A key member of your team has just resigned stating ‘a better opportunity’ as their reasoning. You’re gutted, disappointed, frustrated, maybe even understanding. But regardless of your feelings, it would have been better if they weren’t leaving. They brought a huge amount of value to the team and now another business is going to benefit from that value. Let’s hope it’s not a competitor and let’s try not to think about the time and money it will cost to replace that person.
Why do they see this as a better opportunity? Why is your business unable to provide that same opportunity?
Don’t wait until this stage to understand why someone would want to leave your business for a ‘better opportunity’.
Now, of course, there will be times when there genuinely is a better opportunity on the table and it is the right thing for someone to take that opportunity. But we need to minimise those instances. There are also many times when another position will be perceived as a better opportunity and we need to minimise those instances too.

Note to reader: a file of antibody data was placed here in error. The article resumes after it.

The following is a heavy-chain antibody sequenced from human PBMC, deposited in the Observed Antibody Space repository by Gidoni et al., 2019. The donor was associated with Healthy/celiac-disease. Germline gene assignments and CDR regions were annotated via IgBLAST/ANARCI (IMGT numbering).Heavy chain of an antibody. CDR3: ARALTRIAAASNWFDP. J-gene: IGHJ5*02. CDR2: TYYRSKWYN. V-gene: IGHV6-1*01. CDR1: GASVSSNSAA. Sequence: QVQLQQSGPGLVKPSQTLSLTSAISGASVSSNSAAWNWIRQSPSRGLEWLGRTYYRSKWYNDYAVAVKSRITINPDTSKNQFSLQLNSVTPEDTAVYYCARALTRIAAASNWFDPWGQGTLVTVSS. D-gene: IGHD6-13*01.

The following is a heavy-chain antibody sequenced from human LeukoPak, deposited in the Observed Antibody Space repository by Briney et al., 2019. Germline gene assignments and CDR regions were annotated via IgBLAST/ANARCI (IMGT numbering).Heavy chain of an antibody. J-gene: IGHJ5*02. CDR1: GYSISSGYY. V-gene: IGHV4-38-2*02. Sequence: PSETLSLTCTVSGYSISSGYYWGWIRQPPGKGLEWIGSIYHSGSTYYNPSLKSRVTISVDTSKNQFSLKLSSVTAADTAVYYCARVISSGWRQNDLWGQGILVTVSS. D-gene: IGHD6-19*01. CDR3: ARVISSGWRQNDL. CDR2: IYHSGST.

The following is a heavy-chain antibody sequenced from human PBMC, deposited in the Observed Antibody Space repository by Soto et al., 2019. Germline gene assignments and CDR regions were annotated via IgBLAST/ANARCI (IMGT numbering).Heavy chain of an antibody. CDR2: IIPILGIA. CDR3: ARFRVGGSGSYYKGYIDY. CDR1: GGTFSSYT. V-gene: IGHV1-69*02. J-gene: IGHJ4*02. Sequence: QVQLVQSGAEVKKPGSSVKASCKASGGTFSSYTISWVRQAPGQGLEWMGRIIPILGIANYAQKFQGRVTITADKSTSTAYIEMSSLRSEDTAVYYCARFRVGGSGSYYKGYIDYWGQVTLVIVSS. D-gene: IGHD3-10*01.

How? We need to know what else is out there and we need to aspire to be better. We need to understand what is important to the people in our business and we need to address this as much as we possibly can as often as possible. This is clearly not easy, but the better we can do, the less likely it is that the aforementioned scenario will occur. The ‘better opportunity’ can mean different things to different people. It could be career development, earning potential, flexible working. It’s personal. If your competitors have developed a product more saleable than yours then how do you compete? Can you develop a better product, can you ensure that your career development paths are superior, can you do both? Can you provide long term incentive plans to protect your business and reward your people at the same time?